From the 17th century till the mid-18th century the artillery of the Marathas was more dependent on foreign gunners rather than their own. Circa 1750s, the Marathas endeavored to hire the services of the French General Marquis de Bussy-Castelnau (who served in the Nizam’s Army) for training purposes, but when they failed in their efforts, they managed to hire Ibrahim Khan Gardi. Ibrahim Khan was an artillery expert trained under the leadership of Bussy. He played a major role in re-configuring the Maratha artillery. He served the Marathas in the infamous Third Battle of Panipat. In a bid to Westernize the artillery, circa 1777, there is a mention of a Portuguese officer named Naronha heading the Peshwa’s artillery and further he had a number of European artillery men working under him.[8] During the notable Third Battle of Panipat in 1761, out of the total 70,000 Maratha Army men, some 8000 or 9000 were artillery (Gardi Infantry). They possessed 200 cannons (consisting of heavy field-pieces as well as light camel or elephant-mounted zambaruks (a swivel gun equivalent)[9]

During this era of 18th century there are different and rather conflicting views about the arms used by the Marathas. Some sources say that they relied too much on swords and spears in an era of flintlocks.[10] On the other hand, some sources claim that the Marathas made use of both flintlocks and matchlocks and that their matchlocks had a technological advantage having superior range and velocity.[11]

Post 1761 Mahadaji Scindia, a distinguished Maratha Maharaja, focused his attention on European artillery and secured the services of the noted Frenchman Benoît de Boigne. Benoît de Boigne had received training from the best of the European military schools. Following suit, the other Maratha chiefs (including their First Minister the Peshwa) such as the Holkars, the Bhosales, also raised French-trained artillery battalions. Further circa 1784, Mahadaji Scindia established a military-industrial complex for the armies of the Maratha near Agra. The ordnance factories of the Marathas made use of sophisticated indigenous technologies with more of adaptation as against innovation. Mahadaji Scindia created one of finest armies in India, with the help of the French and Portuguese and it also included a brigade known as Deccan Invincibles, which numbered some 27,000.[12]

The arms of the Marathas

In the late 18th century and early 19th century, with French-trained artillery and infantry, the Marathas managed to regain their lost ground in North India, however they could not match the superior artillery of the British East India Company, which in due course of time, among other reasons, led to the defeat of the Marathas at the Third Anglo-Maratha War and decline of their Empire itself.[13]

Employment of the Pindaris[edit]

A distinguishing feature of Maratha Army was the employment of Pindaris, who were irregular horsemen and their primary role was to plunder in return of pay. Pindaris composed of both Muslims and Marathas. They had implicit support from Maratha chiefs (Maharajas) such as Scindias of Gwalior, Holkars of Indore, and Bhosales of Nagpur. This band of freebooters accompanied Maratha forces during their campaigns and helped win wars in return for plunder and pay. They were a part of the Maratha Army during the Third Battle of Panipat and almost all Anglo-Maratha Wars.[14]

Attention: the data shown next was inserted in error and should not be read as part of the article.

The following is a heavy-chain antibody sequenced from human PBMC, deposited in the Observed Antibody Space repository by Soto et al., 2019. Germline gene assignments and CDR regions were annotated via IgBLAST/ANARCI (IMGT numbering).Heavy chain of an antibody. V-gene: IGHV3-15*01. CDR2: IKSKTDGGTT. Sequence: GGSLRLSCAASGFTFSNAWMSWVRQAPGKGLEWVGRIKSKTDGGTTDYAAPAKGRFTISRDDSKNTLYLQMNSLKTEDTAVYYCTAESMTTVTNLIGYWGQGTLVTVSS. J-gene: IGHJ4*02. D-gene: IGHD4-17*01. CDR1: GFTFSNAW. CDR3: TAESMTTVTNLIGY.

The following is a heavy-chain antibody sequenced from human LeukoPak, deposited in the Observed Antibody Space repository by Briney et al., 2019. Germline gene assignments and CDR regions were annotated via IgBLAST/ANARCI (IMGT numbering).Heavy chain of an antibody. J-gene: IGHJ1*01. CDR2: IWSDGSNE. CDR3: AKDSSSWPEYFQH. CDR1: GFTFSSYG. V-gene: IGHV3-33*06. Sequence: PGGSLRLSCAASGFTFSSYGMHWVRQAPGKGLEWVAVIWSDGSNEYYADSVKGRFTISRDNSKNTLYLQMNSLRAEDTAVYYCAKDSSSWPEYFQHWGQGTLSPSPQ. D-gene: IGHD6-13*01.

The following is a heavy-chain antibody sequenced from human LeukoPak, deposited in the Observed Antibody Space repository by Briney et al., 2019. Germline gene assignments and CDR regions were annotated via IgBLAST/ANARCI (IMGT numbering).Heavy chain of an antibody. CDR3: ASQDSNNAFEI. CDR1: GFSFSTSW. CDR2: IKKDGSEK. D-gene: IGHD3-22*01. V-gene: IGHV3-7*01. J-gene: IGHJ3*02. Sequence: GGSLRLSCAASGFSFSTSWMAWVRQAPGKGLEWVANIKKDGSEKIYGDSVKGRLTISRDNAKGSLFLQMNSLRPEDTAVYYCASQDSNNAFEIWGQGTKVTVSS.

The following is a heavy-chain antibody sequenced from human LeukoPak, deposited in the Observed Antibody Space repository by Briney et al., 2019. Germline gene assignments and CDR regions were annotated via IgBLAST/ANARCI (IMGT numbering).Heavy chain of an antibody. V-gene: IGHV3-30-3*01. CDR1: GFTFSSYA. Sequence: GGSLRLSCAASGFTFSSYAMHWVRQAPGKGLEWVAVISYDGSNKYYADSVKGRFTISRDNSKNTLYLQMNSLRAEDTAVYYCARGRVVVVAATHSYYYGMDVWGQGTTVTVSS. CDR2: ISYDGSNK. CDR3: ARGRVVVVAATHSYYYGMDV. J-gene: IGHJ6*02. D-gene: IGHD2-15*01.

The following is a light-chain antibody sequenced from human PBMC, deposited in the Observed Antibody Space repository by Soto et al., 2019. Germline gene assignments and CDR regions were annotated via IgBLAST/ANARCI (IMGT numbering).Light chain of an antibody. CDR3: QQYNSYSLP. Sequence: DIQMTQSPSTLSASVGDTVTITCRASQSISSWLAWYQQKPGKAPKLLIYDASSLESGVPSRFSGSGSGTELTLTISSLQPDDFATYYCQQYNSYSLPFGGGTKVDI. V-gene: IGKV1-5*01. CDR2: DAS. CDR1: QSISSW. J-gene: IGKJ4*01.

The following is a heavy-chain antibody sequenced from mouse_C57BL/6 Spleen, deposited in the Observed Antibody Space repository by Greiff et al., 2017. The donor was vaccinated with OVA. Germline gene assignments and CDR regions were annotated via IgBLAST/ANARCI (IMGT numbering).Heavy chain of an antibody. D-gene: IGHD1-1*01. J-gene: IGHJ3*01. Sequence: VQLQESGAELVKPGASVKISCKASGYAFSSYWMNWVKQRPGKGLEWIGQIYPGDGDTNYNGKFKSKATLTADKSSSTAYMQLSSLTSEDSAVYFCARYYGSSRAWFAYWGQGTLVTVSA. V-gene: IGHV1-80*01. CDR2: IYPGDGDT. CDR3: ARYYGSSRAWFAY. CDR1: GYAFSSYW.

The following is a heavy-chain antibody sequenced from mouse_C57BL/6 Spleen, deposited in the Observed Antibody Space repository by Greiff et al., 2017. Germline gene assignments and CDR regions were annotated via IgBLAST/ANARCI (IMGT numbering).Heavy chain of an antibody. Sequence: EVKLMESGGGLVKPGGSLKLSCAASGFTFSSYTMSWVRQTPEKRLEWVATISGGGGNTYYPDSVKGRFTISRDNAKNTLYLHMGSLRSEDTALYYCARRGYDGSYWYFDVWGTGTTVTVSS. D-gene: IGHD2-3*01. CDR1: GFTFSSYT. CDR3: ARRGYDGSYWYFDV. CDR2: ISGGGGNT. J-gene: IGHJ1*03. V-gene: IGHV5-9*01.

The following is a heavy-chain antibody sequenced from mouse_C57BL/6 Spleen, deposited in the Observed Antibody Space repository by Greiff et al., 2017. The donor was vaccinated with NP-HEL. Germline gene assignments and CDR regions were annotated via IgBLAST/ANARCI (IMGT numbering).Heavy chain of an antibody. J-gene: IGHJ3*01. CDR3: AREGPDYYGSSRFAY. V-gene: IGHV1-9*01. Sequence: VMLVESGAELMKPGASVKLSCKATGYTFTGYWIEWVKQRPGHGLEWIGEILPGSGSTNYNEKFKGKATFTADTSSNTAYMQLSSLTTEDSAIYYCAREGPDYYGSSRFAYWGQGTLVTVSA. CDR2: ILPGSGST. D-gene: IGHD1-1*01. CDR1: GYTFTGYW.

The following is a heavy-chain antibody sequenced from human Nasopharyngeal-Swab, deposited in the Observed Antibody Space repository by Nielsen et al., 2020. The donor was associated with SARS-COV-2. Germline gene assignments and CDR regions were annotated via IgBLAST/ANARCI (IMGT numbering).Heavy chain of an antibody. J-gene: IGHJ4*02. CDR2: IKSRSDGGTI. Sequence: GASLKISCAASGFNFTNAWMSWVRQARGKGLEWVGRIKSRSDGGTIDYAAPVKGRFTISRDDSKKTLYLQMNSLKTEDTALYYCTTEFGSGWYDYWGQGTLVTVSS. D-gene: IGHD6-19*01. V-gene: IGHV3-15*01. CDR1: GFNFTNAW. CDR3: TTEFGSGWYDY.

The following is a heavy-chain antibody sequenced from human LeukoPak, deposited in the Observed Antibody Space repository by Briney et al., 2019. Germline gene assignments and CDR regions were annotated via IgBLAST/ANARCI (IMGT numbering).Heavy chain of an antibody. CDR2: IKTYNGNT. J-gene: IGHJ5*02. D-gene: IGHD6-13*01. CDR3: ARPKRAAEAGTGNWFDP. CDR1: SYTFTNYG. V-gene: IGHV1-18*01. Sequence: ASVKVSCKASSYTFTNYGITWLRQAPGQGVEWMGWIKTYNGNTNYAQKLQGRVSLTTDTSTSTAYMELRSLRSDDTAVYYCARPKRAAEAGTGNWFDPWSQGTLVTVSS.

See also[edit]

References[edit]

  1. ^ Barua, Pradeep. The State at War in South Asia. University of Nebraska Press. p. 44. ISBN 0-8032-1344-1. 
  2. ^ Cooper, Randolf. The Anglo-Maratha campaigns and the contest for India: the struggle for control of the south asian military economy. Cambridge University Press. p. 31. ISBN 0-521-82444-3. 
  3. ^ Alden, Dauril. The Making of an Enterprise: The Society of Jesus in Portugal, Its Empire, and Beyond 1540-1750. Stanford University Press. p. 201. ISBN 0-804-72271-4. 
  4. ^ Richards, John. The Mughal Empire. Cambridge University Press. p. 232. ISBN 0-521-25119- 2. 
  5. ^ Joglekar, Jaywant. Decisive battles India lost (326 BC to 1803 AD). Somaiya Publications Pvt. Ltd. p. 15. ISBN 978-1-84728-302-3. 
  6. ^ Roy, Tirthankar. An Economic History of early modern India. Routledge. p. 24. ISBN 978-0-415-69063-8. 
  7. ^ Cooper, Randolf. The Anglo-Maratha campaigns and the contest for India: the struggle for control of the south asian military economy. Cambridge University Press. p. 31. ISBN 0-521-82444-3. 
  8. ^ Butalia, Romesh. The evolution of artillery in India: from the battle of Plassey to the revolt of 1857. Allied publishers limited. p. 70. ISBN 81-7023-872-2. 
  9. ^ Barua, Pradeep. The State at War in South Asia. University of Nebraska Press. p. 61. ISBN 0-8032-1344-1. 
  10. ^ Roy, Kaushik. War, Culture and Society in Early Modern South Asia, 1740-1849. Routledge. p. 104. ISBN 978-0-415-58767-9. 
  11. ^ Mount, Ferdinand. The Tears of the Rajas: Mutiny, Money and Marriage in India 1805-1905. Simon & Schuster UK Ltd. p. 179. ISBN 978-1-4711-2947-6. 
  12. ^ Till, Geoffrey. Globalization and Defence in the Asia-Pacific: Arms Across Asia. Routledge. p. 64. ISBN 0-203-89053-1. 
  13. ^ Butalia, Romesh. The evolution of artillery in India: from the battle of Plassey to the revolt of 1857. Allied publishers limited. p. 70. ISBN 81-7023-872-2. 
  14. ^ https://www.britannica.com/topic/Pindaris